On poor shooting night, U.S. beats Germany with D
SAITAMA, Japan -- So far, no one at the FIBA World Championship has figured out how to counter Team USA's superior skills, athleticism and depth. Germany provided a clue Wednesday night.
The Germans packed the paint and forced the Americans to fire from afar. The strategy worked for a half before the U.S. pulled away for an 85-65 victory.
It may have been the scariest 20-point win in team history. The Americans struggled against the Germans' zone defense and were out of sync for much of the night.
The Americans' performance provided a glimmer of hope for defense-oriented Greece, which faces the U.S. in the semifinals Friday. Spain and Argentina, which meet in the other semifinal, also will take note.
"I'm sure we're going to see a lot of zone," U.S. guard Kirk Hinrich said. "We have up 'til now, and I'm sure we will the remainder of the games. And that's fine. We've got guys who can make shots, and for whatever reason we just didn't do that tonight."
Indeed, the U.S. struggled through its worst shooting performance -- 38 percent from the field and 25 percent from 3-point range -- in seven games.
The only worse shooting came from German star Dirk Nowitzki, who finished with more turnovers (five) than baskets (three). He was 3-for-12 from the floor and finished with 15 points, tied for the team high with Ademola Okulaja.
The Americans' leading scorer was Carmelo Anthony, who scored 19 points but was 2-for-12 in the first half.
The Greek coaching staff had to be positively giddy with what it saw in the U.S.-Germany game Wednesday night, and Spain or Argentina will be taking a good, long look at this game tape once those two get finished with each other in the other semifinal and one of them gets the U.S. in the gold or bronze medal game.
• To read more of Chris Sheridan's analysis from the FIBA World Championship, click here.
"My shot wasn't falling, but we're going to have nights like that when shots don't fall," said Anthony, who went 5-for-7 after halftime. "We keep shooting. We know we're capable of making those shots. Coach [Mike Krzyzewski] told us to keep shooting. That's what we did."
The U.S. is at its most potent when it is running the floor and attacking the basket. But it launched 40 of its 85 shots from beyond the 3-point arc.
At halftime, this looked like the nightmare scenario envisioned by skeptics who have questioned the Americans' shooting touch. German coach Dirk Bauermann packed the lane with a zone defense and dared the Americans to fire away from outside.
Others have tried to do the same thing, but this time the strategy worked.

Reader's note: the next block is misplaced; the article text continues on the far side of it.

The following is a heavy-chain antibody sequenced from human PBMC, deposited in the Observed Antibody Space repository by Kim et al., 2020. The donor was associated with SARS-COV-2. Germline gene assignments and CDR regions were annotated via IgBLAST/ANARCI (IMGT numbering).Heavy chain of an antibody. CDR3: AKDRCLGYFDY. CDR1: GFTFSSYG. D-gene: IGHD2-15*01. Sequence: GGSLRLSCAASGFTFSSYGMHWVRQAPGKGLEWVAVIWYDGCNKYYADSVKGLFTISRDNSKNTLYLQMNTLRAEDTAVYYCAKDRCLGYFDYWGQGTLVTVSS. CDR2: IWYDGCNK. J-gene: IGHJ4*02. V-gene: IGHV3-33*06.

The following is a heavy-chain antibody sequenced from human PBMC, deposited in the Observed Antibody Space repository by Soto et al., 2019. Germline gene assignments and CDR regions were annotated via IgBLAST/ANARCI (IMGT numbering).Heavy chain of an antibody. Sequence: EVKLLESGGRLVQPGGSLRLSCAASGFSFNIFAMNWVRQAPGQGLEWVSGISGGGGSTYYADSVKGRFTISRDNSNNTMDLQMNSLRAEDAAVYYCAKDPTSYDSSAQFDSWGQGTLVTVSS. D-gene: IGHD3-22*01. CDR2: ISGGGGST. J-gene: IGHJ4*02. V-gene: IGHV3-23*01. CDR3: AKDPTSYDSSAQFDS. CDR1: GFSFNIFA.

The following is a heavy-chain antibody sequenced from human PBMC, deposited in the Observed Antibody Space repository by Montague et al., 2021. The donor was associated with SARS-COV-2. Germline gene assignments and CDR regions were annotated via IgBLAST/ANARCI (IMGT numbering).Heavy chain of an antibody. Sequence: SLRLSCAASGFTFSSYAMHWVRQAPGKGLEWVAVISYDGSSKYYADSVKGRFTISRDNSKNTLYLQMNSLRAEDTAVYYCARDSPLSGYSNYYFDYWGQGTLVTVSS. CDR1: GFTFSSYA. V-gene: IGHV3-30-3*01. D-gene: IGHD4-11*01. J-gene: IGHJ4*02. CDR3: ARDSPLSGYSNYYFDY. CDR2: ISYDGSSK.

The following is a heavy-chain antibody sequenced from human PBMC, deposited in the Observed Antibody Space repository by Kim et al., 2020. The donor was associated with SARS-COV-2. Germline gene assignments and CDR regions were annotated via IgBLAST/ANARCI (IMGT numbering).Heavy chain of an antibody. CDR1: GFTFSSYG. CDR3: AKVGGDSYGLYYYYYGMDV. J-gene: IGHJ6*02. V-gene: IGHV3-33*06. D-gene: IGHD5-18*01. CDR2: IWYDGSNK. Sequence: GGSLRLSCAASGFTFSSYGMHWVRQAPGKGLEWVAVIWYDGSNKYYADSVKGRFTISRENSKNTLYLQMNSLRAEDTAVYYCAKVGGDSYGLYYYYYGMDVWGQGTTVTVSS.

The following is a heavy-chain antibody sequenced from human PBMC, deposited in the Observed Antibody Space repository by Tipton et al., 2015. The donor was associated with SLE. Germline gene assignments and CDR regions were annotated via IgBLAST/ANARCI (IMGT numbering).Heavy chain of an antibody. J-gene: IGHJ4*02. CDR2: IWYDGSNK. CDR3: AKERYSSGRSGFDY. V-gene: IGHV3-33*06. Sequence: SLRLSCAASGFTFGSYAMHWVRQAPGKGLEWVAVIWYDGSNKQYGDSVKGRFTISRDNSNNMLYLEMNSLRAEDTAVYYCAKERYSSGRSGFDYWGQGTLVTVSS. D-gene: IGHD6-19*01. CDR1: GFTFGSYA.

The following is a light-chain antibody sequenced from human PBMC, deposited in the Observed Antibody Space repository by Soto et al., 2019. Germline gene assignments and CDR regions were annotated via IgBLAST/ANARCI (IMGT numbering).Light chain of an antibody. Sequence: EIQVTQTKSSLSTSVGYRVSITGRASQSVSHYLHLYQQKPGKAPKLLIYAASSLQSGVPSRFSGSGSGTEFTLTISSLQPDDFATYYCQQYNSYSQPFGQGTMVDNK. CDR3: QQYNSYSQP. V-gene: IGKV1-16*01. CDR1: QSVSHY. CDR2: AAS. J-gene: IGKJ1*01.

"We switched our defense and played a lot of zone in the first half," Bauermann said. "In the second half, they turned up the heat and played a great defensive game, and when you play like that you can beat anyone and win the gold."
The U.S. pulled away with defense and rebounding. It pressured the Germans into 24 turnovers and hammered them 48-34 on the backboards, including a 22-6 advantage on the offensive glass.
"The U.S. was better defensively," Bauermann said. "They turned us over and killed us on the offensive glass."
True enough. The U.S. is two wins away from its first gold medal since 1994 in this competition. But it will take more than rebounding and defense to mount the winner's podium on Sunday night.
The Americans didn't appear medal-worthy for much of Wednesday night.
Dwyane Wade went 1-for-11 from the floor and fired two air balls from beyond the arc. Shane Battier missed all three 3-pointers he tried. LeBron James was 6-for-10 from the floor but had seven turnovers.
"We weren't taking bad shots," said Wade, who left the game for a few minutes after taking an inadvertent shot to the face from Germany's Pascal Roller. "They were open looks."
Given its dreadful shooting, the U.S. seemed fortunate to take a 40-39 lead into the dressing room. One reason: The Americans kept Nowitzki off balance by running platoons of defenders at him.
"We tried to give him different looks and not try to send him to the free-throw line," Anthony said. "That's his moneymaker right there. Just playing against him all year long, we kind of knew some of the stuff he was capable of doing."
At halftime, Krzyzewski decided to turn up the defensive pressure. Smart move. The Germans turned the ball over 13 times in the second half, and that allowed the U.S. to take control.
With three steals in the second half, Anthony was among the U.S.' most active defenders. In a dazzling one-minute sequence in the third quarter, the Denver star dunked on a fastbreak, nailed a 3-pointer and then stole a pass and cruised in for a breakaway dunk.
"You've got to do little things to try to find your rhythm," Anthony said.
Anthony sparked an 18-4 run that gave the U.S. a commanding 60-45 lead. The Germans never threatened again. But they had thrown a scare into the U.S. while providing new hope for the rest of the field.
"We missed a lot of shots but defensively did what we had to do," Krzyzewski said. "We won even though we missed a lot of shots."
Copyright 2006 by The Associated Press
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